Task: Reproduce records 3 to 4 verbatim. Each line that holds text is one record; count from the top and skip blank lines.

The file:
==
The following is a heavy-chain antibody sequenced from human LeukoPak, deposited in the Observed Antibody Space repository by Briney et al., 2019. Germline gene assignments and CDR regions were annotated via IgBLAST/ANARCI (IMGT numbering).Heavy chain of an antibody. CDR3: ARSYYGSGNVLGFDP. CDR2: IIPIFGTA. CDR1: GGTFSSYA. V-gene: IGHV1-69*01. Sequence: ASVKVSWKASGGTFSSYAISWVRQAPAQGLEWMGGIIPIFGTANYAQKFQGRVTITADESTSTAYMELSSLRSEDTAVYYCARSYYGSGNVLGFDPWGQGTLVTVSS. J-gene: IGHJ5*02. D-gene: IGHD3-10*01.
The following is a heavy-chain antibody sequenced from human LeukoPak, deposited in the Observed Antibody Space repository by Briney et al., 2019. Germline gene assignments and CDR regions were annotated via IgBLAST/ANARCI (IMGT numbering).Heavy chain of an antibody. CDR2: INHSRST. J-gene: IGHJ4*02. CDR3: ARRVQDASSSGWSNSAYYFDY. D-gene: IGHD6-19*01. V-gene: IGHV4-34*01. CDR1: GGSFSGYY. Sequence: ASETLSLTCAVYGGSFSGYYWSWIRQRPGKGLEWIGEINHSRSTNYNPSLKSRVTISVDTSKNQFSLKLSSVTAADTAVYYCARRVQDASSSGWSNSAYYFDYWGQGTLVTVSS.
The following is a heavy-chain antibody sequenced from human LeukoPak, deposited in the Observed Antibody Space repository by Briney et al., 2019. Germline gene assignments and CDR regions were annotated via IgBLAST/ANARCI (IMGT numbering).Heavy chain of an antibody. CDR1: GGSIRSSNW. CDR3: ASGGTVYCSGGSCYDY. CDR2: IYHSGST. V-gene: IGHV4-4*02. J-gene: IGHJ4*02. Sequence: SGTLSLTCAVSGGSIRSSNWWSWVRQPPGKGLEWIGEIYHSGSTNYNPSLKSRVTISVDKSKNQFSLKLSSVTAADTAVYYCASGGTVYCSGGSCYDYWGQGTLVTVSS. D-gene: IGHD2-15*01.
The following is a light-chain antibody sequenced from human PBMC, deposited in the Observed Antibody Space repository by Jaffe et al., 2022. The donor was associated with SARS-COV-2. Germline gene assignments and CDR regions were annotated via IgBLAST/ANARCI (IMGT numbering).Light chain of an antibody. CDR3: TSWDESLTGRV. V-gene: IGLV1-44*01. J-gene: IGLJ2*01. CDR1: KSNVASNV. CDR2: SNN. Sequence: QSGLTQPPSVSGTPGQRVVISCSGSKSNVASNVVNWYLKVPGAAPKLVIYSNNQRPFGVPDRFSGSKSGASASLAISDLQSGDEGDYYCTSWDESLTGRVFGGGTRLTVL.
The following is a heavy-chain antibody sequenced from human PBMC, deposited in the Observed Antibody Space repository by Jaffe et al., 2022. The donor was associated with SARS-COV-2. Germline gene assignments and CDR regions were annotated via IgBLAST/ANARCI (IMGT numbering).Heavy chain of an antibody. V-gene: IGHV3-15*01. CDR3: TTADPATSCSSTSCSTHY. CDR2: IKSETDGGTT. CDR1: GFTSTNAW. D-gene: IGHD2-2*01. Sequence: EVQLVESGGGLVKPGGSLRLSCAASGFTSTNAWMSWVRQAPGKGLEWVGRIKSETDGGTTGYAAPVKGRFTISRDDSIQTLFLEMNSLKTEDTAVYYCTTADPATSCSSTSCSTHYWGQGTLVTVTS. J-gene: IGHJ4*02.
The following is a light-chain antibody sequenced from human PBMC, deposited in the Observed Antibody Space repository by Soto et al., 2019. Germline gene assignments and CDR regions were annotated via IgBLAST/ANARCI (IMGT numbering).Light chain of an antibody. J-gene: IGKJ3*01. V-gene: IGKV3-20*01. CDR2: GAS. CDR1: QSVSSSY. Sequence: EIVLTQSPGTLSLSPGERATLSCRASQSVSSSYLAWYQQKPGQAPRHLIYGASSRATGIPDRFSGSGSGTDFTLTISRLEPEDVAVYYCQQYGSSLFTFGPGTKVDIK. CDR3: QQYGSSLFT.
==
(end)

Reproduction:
The following is a heavy-chain antibody sequenced from human LeukoPak, deposited in the Observed Antibody Space repository by Briney et al., 2019. Germline gene assignments and CDR regions were annotated via IgBLAST/ANARCI (IMGT numbering).Heavy chain of an antibody. CDR1: GGSIRSSNW. CDR3: ASGGTVYCSGGSCYDY. CDR2: IYHSGST. V-gene: IGHV4-4*02. J-gene: IGHJ4*02. Sequence: SGTLSLTCAVSGGSIRSSNWWSWVRQPPGKGLEWIGEIYHSGSTNYNPSLKSRVTISVDKSKNQFSLKLSSVTAADTAVYYCASGGTVYCSGGSCYDYWGQGTLVTVSS. D-gene: IGHD2-15*01.
The following is a light-chain antibody sequenced from human PBMC, deposited in the Observed Antibody Space repository by Jaffe et al., 2022. The donor was associated with SARS-COV-2. Germline gene assignments and CDR regions were annotated via IgBLAST/ANARCI (IMGT numbering).Light chain of an antibody. CDR3: TSWDESLTGRV. V-gene: IGLV1-44*01. J-gene: IGLJ2*01. CDR1: KSNVASNV. CDR2: SNN. Sequence: QSGLTQPPSVSGTPGQRVVISCSGSKSNVASNVVNWYLKVPGAAPKLVIYSNNQRPFGVPDRFSGSKSGASASLAISDLQSGDEGDYYCTSWDESLTGRVFGGGTRLTVL.